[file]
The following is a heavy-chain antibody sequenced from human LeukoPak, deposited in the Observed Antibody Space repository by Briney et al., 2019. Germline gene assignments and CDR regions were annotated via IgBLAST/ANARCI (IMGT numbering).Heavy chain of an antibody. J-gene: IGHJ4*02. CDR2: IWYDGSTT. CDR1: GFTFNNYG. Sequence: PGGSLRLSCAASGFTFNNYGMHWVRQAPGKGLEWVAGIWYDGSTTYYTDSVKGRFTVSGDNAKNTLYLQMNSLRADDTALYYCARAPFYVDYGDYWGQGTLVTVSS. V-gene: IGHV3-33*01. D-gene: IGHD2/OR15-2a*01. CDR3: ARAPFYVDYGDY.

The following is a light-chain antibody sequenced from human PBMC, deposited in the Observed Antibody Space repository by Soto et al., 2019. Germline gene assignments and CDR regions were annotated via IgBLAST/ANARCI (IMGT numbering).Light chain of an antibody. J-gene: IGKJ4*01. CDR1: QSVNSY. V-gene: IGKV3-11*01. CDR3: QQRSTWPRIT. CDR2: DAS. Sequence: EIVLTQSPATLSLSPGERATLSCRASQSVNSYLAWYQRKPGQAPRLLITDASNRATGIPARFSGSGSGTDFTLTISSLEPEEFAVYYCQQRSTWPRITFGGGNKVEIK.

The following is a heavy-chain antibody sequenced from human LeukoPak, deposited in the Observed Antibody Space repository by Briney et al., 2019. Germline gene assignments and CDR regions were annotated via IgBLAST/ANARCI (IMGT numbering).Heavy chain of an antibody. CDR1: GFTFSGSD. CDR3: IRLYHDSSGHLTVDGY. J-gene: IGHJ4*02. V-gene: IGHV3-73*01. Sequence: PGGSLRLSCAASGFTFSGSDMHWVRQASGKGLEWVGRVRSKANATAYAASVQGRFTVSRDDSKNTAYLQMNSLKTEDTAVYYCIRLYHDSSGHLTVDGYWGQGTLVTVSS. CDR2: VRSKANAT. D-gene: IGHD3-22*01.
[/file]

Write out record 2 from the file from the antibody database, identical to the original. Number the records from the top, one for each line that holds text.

The following is a light-chain antibody sequenced from human PBMC, deposited in the Observed Antibody Space repository by Soto et al., 2019. Germline gene assignments and CDR regions were annotated via IgBLAST/ANARCI (IMGT numbering).Light chain of an antibody. J-gene: IGKJ4*01. CDR1: QSVNSY. V-gene: IGKV3-11*01. CDR3: QQRSTWPRIT. CDR2: DAS. Sequence: EIVLTQSPATLSLSPGERATLSCRASQSVNSYLAWYQRKPGQAPRLLITDASNRATGIPARFSGSGSGTDFTLTISSLEPEEFAVYYCQQRSTWPRITFGGGNKVEIK.